The FIFA World Cup has been around since 1930 and with each tournament since ‘62, there have been several songs dedicated the event. This year’s World Cup has a whole album dedicated to it called “One Love, One Rhythm.” The focus of the tournament is clearly on the games on the pitch and not the music. But that being said, the World Cup has led to some great…and not so great songs to be recorded over the years. Let’s take a look at the best and worst songs to ever be associated with soccer’s grandest tournament.
Pitbull feat. Jennifer Lopez – “We Are One (Ole Ola)”
The 2014 theme song making this list shouldn’t really be a shocker. There are very few songs that can feature Pitbull and not make a “worst of” list of some kind. Using the famous soccer chant of “Ole, Ole, Ole” wasn’t a terrible idea because who doesn’t enjoy that chant? It’s the opening verse that really puts a sour taste in your mouth and not even JLo can get rid of it. The chorus isn’t terrible and the parts of the music video that don’t show Pitbull are entertaining but it’s hardly a memorable World Cup theme.
Futbol Mexico ’70 Theme
It’s hard to tell if this song is trying to get you excited for the 1970 World Cup or if it’s trying to hypnotize you. Now, I don’t understand a ton of Spanish but I understood the large majority of this anthem. Why? Because the vocalists chant “Futbol Mexico Setenta” like 1,000 times over a three-minute span. There’s several kinds of Mexican music going on throughout the song but they don’t really blend together well. It’s hard to imagine that this song got many people excited about the 1970 World Cup but then again, it was the ‘70s so who knows.
Daryl Hall – “Gloryland”
In 1994, FIFA decided to let the United States have its first chance at hosting a World Cup. We foolishly decided that this gospel-like ballad would be the theme song for that tournament. Perhaps our music taste that year is why the States have never hosted a World Cup since. Not the best first impression from a music standpoint. “Gloryland” isn’t even a power ballad with cool guitar solos or anything. No, it’s a straight up gospel song based off “Glory, Glory, Hallelujah.” Perhaps the decision-makers were trying to play off the whole “soccer is a religion” thing but it didn’t quite work here. Its only redeeming quality is this particular performance, belted by the one and only Daryl Hall and introduced by a sprightly Oprah.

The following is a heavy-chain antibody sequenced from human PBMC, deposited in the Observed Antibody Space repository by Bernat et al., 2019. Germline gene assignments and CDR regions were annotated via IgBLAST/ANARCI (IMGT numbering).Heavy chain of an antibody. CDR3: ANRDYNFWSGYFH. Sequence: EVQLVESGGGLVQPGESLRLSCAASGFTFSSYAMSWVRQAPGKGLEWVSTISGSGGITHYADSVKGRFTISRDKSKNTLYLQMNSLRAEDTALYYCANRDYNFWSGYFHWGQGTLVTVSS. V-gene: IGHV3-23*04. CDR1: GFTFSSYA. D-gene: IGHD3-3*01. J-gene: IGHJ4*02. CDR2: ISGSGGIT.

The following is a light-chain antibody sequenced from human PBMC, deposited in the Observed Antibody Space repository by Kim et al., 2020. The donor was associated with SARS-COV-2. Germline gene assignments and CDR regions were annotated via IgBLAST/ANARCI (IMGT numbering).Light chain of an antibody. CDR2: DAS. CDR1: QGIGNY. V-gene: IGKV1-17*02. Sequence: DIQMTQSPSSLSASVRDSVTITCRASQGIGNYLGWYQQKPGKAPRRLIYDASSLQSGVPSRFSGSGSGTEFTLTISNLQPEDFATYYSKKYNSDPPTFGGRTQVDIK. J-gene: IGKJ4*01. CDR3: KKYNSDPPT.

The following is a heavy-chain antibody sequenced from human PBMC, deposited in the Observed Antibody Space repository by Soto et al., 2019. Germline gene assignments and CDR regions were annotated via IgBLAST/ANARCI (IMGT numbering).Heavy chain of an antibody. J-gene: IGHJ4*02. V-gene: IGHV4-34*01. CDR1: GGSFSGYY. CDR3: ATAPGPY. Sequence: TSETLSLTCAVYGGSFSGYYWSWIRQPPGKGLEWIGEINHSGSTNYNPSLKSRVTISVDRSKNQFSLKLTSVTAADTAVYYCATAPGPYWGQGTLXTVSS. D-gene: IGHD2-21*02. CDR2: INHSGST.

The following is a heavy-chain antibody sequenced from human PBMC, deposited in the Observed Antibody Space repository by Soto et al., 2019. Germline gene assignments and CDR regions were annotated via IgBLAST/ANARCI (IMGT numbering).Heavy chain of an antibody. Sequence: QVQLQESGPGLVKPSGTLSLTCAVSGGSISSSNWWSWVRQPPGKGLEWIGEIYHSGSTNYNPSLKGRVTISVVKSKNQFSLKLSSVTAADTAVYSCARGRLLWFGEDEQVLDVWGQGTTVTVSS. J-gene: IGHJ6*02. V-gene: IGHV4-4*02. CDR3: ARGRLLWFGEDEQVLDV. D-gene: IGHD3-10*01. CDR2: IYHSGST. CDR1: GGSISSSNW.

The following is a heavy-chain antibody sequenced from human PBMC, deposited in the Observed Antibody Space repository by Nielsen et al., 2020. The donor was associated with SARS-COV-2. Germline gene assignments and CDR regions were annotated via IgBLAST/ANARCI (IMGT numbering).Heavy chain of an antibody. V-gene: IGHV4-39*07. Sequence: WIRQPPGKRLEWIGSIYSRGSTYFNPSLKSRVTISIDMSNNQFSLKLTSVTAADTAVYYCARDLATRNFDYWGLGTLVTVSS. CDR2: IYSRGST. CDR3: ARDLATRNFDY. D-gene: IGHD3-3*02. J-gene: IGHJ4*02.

New Order – “World in Motion”
British new wave kings New Order were a band that cool kids liked in the ’80s, which made it all the more surprising that they would be motivating jocks come 1990. “World in Motion” actually isn’t all that bad, for the most part. that is, until Liverpool player John Barnes attempts to drop a rap verse in the middle of it. What was a brighter take on the band’s early britpop sound gets a bit squashed into a gimmicky bit of nostalgia.
The Village People – “Far Away in America”
The ’70s disco kings were better when left in the ’70s. Here, the famous “YMCA” crooners are featured on a track with Die Deutsche Fußballnationalmannschaft, AKA the German national football squad. This seems like a poor decision, which it is, but let us also keep in mind that it’s 1994 and just a few years before this, David Hasselhoff was one of the most beloved singers in that country so….
Shakira – “Waka Waka (This Time For Africa)”
The 2010 theme song is in many ways the perfect blueprint for a successful World Cup ballad. It’s got Shakira, soccer, Shakira speaking Spanish and some great homages to the host country in South Africa. The music video starts off with the crucial penalty kick by Fabio Grosso that won the 2006 World Cup for Italy and then transitions to celebration both on and off the pitch. The song on its own is entertaining enough that you could still enjoy even today. The same goes for the music video. Not many World Cup ballads can claim either of those things. Honestly, you can’t go wrong with Shakira and football.
Ricky Martin – “La Copa De La Vida (The Cup of Life)”
The 1998 theme is actually one of the better songs of singer Ricky Martin’s career. It’s classic Ricky on so many levels with its upbeat tempo, repetitive choruses and some great high notes. There’s some great Spanish themed music going on behind an honestly solid vocal performance on Martin’s part. Plus it’s got some great nostalgia factor for those who grew up when Ricky was at his peak.
If the U.S. wanted to do a proper World Cup ballad, it should have used this 1990 theme as a good case study. It’s got some great guitar riffs and that great sound of the later ‘80s and early ‘90s. Considering when and why it came out, it’s a decent song. Looking back, it’s a cute throwback to the music of yesterday and the 1990 Italy World Cup.